The Derrys

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The Derrys

In the first quarter of the 20th century, Europe suffered from much trial and bloodshed with Ulster playing its role in the grim drama. Unionist opposition to Home Rule involved the formation of the Ulster Volunteer Force with Londonderry at the fore. The Memorial Hall proved essential for training of the 3500 recruits of the City Regiments 3 battalions. The sentiments of the UVF’s Major Fred Crawford, organiser of resistance to Home Rule in the early 20th Century, still remain. So impressed by the Siege of Londonderry that Crawford was motivated to employ it with his plans and changed the name of the Clyde Valley, the Ulster gunrunning ship, to the Mountjoy II, a relieving ship of 1689.

When the 1st World War broke out in 1914, the City UVF formed the 10th Enniskilling Battalion of the 36th Ulster Division with the local Hamilton Band who joined in block as the regimental band. The Derrys served with distinction and claimed many awards. Their great contribution on the 1st July 1916 at the Somme when they attacked Schwaben Redout cost them many lives, the bloodiest day in the City’s history since the Siege. The Derrys went to hell and back at the Somme. They later served at other Western Front battles.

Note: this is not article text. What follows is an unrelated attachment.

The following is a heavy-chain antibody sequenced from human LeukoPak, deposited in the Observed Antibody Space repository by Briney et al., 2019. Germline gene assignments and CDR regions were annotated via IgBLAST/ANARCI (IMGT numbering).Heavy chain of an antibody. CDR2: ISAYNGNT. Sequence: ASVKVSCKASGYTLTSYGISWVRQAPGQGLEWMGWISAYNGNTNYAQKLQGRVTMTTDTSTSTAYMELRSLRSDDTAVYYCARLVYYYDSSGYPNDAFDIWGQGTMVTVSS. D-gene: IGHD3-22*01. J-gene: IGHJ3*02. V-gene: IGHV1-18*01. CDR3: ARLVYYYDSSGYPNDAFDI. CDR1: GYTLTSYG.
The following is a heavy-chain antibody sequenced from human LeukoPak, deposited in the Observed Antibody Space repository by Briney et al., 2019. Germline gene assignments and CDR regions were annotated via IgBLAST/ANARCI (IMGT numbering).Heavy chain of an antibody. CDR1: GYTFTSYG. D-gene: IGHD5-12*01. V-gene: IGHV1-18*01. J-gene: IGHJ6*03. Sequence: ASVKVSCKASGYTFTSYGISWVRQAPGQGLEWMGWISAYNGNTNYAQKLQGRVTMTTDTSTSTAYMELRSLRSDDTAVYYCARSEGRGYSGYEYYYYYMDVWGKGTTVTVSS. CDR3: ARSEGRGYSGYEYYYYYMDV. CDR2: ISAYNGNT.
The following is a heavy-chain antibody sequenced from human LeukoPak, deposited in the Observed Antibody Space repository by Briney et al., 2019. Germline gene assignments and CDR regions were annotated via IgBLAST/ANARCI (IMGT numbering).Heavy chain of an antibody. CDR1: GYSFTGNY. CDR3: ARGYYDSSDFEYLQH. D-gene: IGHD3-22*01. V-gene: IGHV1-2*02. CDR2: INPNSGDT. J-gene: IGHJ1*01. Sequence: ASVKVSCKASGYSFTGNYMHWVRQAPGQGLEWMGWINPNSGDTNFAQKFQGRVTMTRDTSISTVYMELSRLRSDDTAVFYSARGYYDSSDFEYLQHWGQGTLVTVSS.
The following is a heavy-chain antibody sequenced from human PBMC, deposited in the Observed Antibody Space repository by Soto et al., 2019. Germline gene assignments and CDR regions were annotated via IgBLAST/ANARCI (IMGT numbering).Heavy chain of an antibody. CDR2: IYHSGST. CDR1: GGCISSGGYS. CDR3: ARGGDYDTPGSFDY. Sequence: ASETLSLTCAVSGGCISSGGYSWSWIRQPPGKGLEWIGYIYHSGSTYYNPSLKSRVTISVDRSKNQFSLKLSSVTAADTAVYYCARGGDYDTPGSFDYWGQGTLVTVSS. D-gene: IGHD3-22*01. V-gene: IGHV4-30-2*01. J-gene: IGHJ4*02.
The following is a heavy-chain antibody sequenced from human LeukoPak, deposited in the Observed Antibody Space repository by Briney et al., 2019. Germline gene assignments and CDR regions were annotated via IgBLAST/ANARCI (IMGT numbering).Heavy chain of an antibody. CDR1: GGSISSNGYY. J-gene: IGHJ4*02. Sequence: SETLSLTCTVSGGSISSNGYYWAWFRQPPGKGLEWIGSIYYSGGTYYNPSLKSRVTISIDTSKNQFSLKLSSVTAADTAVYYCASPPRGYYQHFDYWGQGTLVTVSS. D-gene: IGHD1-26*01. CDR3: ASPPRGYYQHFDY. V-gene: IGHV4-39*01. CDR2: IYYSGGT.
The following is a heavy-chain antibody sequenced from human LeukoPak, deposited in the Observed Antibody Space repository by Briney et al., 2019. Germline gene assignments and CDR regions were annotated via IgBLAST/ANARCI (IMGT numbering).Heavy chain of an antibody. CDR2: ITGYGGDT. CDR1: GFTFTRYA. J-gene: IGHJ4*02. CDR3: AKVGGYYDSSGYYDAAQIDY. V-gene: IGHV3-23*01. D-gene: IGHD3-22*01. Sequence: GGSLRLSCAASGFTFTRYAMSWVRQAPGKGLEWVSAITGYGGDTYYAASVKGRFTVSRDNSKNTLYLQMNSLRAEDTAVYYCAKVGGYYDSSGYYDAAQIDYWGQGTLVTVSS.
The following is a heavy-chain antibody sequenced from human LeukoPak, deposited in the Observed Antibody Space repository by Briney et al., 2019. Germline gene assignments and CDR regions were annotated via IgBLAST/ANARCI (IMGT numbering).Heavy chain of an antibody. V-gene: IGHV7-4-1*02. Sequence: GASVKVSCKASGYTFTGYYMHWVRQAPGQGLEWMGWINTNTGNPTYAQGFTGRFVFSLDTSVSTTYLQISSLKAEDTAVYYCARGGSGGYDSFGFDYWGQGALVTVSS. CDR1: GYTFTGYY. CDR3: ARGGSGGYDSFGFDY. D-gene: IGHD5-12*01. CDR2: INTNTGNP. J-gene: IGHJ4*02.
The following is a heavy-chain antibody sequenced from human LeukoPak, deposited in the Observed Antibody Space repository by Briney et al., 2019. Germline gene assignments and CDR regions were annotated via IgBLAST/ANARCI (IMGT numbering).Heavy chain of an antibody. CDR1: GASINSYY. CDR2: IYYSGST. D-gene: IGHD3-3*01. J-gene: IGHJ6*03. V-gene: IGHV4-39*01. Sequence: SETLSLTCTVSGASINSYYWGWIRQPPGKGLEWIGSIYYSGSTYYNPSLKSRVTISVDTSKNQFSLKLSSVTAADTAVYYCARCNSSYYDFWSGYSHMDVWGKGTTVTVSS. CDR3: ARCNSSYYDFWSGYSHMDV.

Over 4000 locals volunteered, including the Derrys Battalion and they suffered severe losses. 756 names are listed on the War Memorial, however it is believed 400 further names should be recorded. In 1920, Colonel Irvine wrote of the reorganised UVF which involved most of the Derrys “appreciating to the full the unique history of Londonderry and the influences that has moulded its protestant citizens into what are the most staunch, unselfish and determined loyalists, it is appropriate to reflect on the battle cry of No Surrender that has become Ulsters watchword.”

“THREE CHEERS FOR THE…...

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